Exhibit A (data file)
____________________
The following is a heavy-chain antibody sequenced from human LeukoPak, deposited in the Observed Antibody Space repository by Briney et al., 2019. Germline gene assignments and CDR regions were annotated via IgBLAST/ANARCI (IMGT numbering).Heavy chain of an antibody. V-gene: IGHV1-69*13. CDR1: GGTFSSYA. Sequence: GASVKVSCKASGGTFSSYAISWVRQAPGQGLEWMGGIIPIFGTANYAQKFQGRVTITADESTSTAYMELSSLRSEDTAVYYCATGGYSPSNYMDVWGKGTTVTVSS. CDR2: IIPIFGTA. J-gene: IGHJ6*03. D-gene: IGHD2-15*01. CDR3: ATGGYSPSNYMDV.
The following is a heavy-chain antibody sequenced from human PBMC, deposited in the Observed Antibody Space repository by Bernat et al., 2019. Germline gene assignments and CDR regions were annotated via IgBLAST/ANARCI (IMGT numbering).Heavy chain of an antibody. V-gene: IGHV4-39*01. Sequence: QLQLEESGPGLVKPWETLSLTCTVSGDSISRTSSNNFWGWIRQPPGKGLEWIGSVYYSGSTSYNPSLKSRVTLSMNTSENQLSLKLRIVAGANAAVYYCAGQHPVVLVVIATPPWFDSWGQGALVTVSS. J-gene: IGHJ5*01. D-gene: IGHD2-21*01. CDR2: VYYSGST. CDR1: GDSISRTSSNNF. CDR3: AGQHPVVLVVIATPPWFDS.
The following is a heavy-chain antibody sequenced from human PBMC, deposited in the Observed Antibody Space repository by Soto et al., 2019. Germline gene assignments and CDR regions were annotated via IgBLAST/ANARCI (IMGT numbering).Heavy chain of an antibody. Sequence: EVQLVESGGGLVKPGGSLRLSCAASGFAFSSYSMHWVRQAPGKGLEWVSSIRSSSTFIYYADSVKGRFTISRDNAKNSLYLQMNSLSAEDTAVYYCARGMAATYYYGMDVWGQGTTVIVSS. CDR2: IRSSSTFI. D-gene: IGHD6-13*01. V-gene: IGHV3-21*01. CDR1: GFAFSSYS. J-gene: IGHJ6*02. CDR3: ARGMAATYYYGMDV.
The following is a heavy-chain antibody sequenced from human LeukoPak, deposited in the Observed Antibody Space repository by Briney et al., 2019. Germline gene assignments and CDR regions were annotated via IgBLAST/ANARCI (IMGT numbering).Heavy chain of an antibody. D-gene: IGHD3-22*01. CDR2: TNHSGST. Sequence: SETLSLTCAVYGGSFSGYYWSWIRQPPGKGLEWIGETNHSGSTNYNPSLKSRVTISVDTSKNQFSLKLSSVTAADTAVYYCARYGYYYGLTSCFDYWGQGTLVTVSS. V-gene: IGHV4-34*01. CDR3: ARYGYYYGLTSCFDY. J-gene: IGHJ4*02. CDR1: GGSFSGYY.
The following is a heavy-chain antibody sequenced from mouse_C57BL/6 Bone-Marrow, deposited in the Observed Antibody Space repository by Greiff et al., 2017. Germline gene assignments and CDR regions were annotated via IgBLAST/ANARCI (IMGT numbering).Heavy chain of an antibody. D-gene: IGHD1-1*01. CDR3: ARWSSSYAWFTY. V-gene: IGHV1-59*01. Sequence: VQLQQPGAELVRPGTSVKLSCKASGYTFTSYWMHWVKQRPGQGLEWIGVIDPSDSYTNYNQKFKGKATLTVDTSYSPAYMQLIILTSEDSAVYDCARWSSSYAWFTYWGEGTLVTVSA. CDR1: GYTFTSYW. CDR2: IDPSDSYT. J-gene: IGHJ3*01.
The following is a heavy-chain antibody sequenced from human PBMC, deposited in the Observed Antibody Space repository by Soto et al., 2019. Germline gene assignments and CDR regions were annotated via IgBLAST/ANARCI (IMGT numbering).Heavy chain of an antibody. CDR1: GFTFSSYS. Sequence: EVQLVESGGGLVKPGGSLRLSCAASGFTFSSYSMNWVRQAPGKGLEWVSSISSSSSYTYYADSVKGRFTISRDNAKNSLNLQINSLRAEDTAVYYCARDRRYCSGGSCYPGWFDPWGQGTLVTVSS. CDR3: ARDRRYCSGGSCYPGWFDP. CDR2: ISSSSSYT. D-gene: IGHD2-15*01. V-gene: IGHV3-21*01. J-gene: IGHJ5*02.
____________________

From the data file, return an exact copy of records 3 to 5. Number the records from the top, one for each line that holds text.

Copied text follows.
The following is a heavy-chain antibody sequenced from human PBMC, deposited in the Observed Antibody Space repository by Soto et al., 2019. Germline gene assignments and CDR regions were annotated via IgBLAST/ANARCI (IMGT numbering).Heavy chain of an antibody. Sequence: EVQLVESGGGLVKPGGSLRLSCAASGFAFSSYSMHWVRQAPGKGLEWVSSIRSSSTFIYYADSVKGRFTISRDNAKNSLYLQMNSLSAEDTAVYYCARGMAATYYYGMDVWGQGTTVIVSS. CDR2: IRSSSTFI. D-gene: IGHD6-13*01. V-gene: IGHV3-21*01. CDR1: GFAFSSYS. J-gene: IGHJ6*02. CDR3: ARGMAATYYYGMDV.
The following is a heavy-chain antibody sequenced from human LeukoPak, deposited in the Observed Antibody Space repository by Briney et al., 2019. Germline gene assignments and CDR regions were annotated via IgBLAST/ANARCI (IMGT numbering).Heavy chain of an antibody. D-gene: IGHD3-22*01. CDR2: TNHSGST. Sequence: SETLSLTCAVYGGSFSGYYWSWIRQPPGKGLEWIGETNHSGSTNYNPSLKSRVTISVDTSKNQFSLKLSSVTAADTAVYYCARYGYYYGLTSCFDYWGQGTLVTVSS. V-gene: IGHV4-34*01. CDR3: ARYGYYYGLTSCFDY. J-gene: IGHJ4*02. CDR1: GGSFSGYY.
The following is a heavy-chain antibody sequenced from mouse_C57BL/6 Bone-Marrow, deposited in the Observed Antibody Space repository by Greiff et al., 2017. Germline gene assignments and CDR regions were annotated via IgBLAST/ANARCI (IMGT numbering).Heavy chain of an antibody. D-gene: IGHD1-1*01. CDR3: ARWSSSYAWFTY. V-gene: IGHV1-59*01. Sequence: VQLQQPGAELVRPGTSVKLSCKASGYTFTSYWMHWVKQRPGQGLEWIGVIDPSDSYTNYNQKFKGKATLTVDTSYSPAYMQLIILTSEDSAVYDCARWSSSYAWFTYWGEGTLVTVSA. CDR1: GYTFTSYW. CDR2: IDPSDSYT. J-gene: IGHJ3*01.